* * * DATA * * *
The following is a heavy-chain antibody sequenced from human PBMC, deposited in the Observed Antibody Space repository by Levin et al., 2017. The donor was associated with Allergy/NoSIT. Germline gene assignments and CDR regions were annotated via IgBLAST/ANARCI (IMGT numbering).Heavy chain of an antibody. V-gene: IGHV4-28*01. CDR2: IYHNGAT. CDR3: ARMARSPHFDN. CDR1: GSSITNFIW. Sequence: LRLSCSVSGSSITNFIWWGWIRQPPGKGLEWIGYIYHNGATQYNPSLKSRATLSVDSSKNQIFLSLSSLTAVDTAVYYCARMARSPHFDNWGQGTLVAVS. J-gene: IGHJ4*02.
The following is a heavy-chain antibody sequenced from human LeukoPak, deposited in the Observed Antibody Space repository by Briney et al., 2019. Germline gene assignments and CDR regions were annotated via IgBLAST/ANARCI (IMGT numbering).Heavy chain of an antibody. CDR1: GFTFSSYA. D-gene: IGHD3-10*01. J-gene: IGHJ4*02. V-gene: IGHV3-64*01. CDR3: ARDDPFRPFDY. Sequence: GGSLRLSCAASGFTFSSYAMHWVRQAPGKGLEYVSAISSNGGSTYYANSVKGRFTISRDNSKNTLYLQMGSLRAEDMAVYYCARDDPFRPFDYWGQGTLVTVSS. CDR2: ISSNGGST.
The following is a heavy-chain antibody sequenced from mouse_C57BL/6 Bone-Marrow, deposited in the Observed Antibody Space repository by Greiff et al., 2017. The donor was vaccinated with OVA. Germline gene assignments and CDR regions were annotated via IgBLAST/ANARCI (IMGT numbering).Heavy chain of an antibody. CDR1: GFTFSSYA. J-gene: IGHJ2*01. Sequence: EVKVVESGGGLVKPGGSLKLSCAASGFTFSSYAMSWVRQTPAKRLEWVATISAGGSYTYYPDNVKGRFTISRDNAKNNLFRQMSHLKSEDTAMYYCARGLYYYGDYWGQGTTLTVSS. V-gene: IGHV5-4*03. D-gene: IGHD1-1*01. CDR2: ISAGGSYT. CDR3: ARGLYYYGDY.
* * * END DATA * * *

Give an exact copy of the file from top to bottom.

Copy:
The following is a heavy-chain antibody sequenced from human PBMC, deposited in the Observed Antibody Space repository by Levin et al., 2017. The donor was associated with Allergy/NoSIT. Germline gene assignments and CDR regions were annotated via IgBLAST/ANARCI (IMGT numbering).Heavy chain of an antibody. V-gene: IGHV4-28*01. CDR2: IYHNGAT. CDR3: ARMARSPHFDN. CDR1: GSSITNFIW. Sequence: LRLSCSVSGSSITNFIWWGWIRQPPGKGLEWIGYIYHNGATQYNPSLKSRATLSVDSSKNQIFLSLSSLTAVDTAVYYCARMARSPHFDNWGQGTLVAVS. J-gene: IGHJ4*02.
The following is a heavy-chain antibody sequenced from human LeukoPak, deposited in the Observed Antibody Space repository by Briney et al., 2019. Germline gene assignments and CDR regions were annotated via IgBLAST/ANARCI (IMGT numbering).Heavy chain of an antibody. CDR1: GFTFSSYA. D-gene: IGHD3-10*01. J-gene: IGHJ4*02. V-gene: IGHV3-64*01. CDR3: ARDDPFRPFDY. Sequence: GGSLRLSCAASGFTFSSYAMHWVRQAPGKGLEYVSAISSNGGSTYYANSVKGRFTISRDNSKNTLYLQMGSLRAEDMAVYYCARDDPFRPFDYWGQGTLVTVSS. CDR2: ISSNGGST.
The following is a heavy-chain antibody sequenced from mouse_C57BL/6 Bone-Marrow, deposited in the Observed Antibody Space repository by Greiff et al., 2017. The donor was vaccinated with OVA. Germline gene assignments and CDR regions were annotated via IgBLAST/ANARCI (IMGT numbering).Heavy chain of an antibody. CDR1: GFTFSSYA. J-gene: IGHJ2*01. Sequence: EVKVVESGGGLVKPGGSLKLSCAASGFTFSSYAMSWVRQTPAKRLEWVATISAGGSYTYYPDNVKGRFTISRDNAKNNLFRQMSHLKSEDTAMYYCARGLYYYGDYWGQGTTLTVSS. V-gene: IGHV5-4*03. D-gene: IGHD1-1*01. CDR2: ISAGGSYT. CDR3: ARGLYYYGDY.